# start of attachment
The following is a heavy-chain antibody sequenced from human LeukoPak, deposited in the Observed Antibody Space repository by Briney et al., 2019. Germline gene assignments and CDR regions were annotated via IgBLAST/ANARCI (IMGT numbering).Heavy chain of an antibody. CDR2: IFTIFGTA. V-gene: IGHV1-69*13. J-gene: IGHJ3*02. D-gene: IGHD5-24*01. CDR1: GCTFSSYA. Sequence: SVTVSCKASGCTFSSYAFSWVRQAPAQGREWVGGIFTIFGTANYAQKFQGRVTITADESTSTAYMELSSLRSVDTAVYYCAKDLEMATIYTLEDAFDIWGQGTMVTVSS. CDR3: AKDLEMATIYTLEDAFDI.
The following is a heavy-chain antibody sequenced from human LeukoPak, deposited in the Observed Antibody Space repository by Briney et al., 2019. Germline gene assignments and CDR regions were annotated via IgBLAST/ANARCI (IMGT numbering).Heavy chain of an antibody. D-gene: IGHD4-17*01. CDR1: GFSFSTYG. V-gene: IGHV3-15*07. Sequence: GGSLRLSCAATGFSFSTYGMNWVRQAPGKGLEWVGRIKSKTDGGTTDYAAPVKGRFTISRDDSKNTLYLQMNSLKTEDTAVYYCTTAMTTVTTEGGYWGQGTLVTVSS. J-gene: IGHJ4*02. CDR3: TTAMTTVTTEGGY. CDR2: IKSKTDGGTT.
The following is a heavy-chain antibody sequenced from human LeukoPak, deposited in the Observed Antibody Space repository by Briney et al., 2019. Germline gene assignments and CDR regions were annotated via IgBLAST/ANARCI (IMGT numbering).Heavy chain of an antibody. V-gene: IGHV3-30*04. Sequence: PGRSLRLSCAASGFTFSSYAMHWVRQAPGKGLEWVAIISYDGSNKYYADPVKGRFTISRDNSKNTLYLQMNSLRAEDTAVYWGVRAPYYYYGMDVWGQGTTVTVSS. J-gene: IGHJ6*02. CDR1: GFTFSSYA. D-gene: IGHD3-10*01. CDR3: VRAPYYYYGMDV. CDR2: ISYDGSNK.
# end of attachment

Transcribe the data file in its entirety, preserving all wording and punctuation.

The following is a heavy-chain antibody sequenced from human LeukoPak, deposited in the Observed Antibody Space repository by Briney et al., 2019. Germline gene assignments and CDR regions were annotated via IgBLAST/ANARCI (IMGT numbering).Heavy chain of an antibody. CDR2: IFTIFGTA. V-gene: IGHV1-69*13. J-gene: IGHJ3*02. D-gene: IGHD5-24*01. CDR1: GCTFSSYA. Sequence: SVTVSCKASGCTFSSYAFSWVRQAPAQGREWVGGIFTIFGTANYAQKFQGRVTITADESTSTAYMELSSLRSVDTAVYYCAKDLEMATIYTLEDAFDIWGQGTMVTVSS. CDR3: AKDLEMATIYTLEDAFDI.
The following is a heavy-chain antibody sequenced from human LeukoPak, deposited in the Observed Antibody Space repository by Briney et al., 2019. Germline gene assignments and CDR regions were annotated via IgBLAST/ANARCI (IMGT numbering).Heavy chain of an antibody. D-gene: IGHD4-17*01. CDR1: GFSFSTYG. V-gene: IGHV3-15*07. Sequence: GGSLRLSCAATGFSFSTYGMNWVRQAPGKGLEWVGRIKSKTDGGTTDYAAPVKGRFTISRDDSKNTLYLQMNSLKTEDTAVYYCTTAMTTVTTEGGYWGQGTLVTVSS. J-gene: IGHJ4*02. CDR3: TTAMTTVTTEGGY. CDR2: IKSKTDGGTT.
The following is a heavy-chain antibody sequenced from human LeukoPak, deposited in the Observed Antibody Space repository by Briney et al., 2019. Germline gene assignments and CDR regions were annotated via IgBLAST/ANARCI (IMGT numbering).Heavy chain of an antibody. V-gene: IGHV3-30*04. Sequence: PGRSLRLSCAASGFTFSSYAMHWVRQAPGKGLEWVAIISYDGSNKYYADPVKGRFTISRDNSKNTLYLQMNSLRAEDTAVYWGVRAPYYYYGMDVWGQGTTVTVSS. J-gene: IGHJ6*02. CDR1: GFTFSSYA. D-gene: IGHD3-10*01. CDR3: VRAPYYYYGMDV. CDR2: ISYDGSNK.